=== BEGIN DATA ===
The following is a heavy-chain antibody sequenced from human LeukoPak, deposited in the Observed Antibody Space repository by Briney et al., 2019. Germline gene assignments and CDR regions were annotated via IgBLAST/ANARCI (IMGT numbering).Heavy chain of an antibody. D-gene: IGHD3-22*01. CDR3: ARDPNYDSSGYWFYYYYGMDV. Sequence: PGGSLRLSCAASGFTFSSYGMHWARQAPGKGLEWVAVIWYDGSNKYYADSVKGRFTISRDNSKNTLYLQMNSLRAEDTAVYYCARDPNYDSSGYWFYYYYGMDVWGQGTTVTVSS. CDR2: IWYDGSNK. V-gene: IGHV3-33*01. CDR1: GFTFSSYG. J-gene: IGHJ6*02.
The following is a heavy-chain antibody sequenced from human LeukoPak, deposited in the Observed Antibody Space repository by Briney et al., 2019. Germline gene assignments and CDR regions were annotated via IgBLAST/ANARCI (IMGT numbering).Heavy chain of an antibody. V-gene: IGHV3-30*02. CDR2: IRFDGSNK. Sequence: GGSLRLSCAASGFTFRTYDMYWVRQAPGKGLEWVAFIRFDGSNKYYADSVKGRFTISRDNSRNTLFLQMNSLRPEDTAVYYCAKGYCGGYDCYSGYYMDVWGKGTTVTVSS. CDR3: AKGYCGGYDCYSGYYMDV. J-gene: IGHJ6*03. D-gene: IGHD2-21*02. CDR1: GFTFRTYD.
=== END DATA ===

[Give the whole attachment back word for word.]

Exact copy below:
The following is a heavy-chain antibody sequenced from human LeukoPak, deposited in the Observed Antibody Space repository by Briney et al., 2019. Germline gene assignments and CDR regions were annotated via IgBLAST/ANARCI (IMGT numbering).Heavy chain of an antibody. D-gene: IGHD3-22*01. CDR3: ARDPNYDSSGYWFYYYYGMDV. Sequence: PGGSLRLSCAASGFTFSSYGMHWARQAPGKGLEWVAVIWYDGSNKYYADSVKGRFTISRDNSKNTLYLQMNSLRAEDTAVYYCARDPNYDSSGYWFYYYYGMDVWGQGTTVTVSS. CDR2: IWYDGSNK. V-gene: IGHV3-33*01. CDR1: GFTFSSYG. J-gene: IGHJ6*02.
The following is a heavy-chain antibody sequenced from human LeukoPak, deposited in the Observed Antibody Space repository by Briney et al., 2019. Germline gene assignments and CDR regions were annotated via IgBLAST/ANARCI (IMGT numbering).Heavy chain of an antibody. V-gene: IGHV3-30*02. CDR2: IRFDGSNK. Sequence: GGSLRLSCAASGFTFRTYDMYWVRQAPGKGLEWVAFIRFDGSNKYYADSVKGRFTISRDNSRNTLFLQMNSLRPEDTAVYYCAKGYCGGYDCYSGYYMDVWGKGTTVTVSS. CDR3: AKGYCGGYDCYSGYYMDV. J-gene: IGHJ6*03. D-gene: IGHD2-21*02. CDR1: GFTFRTYD.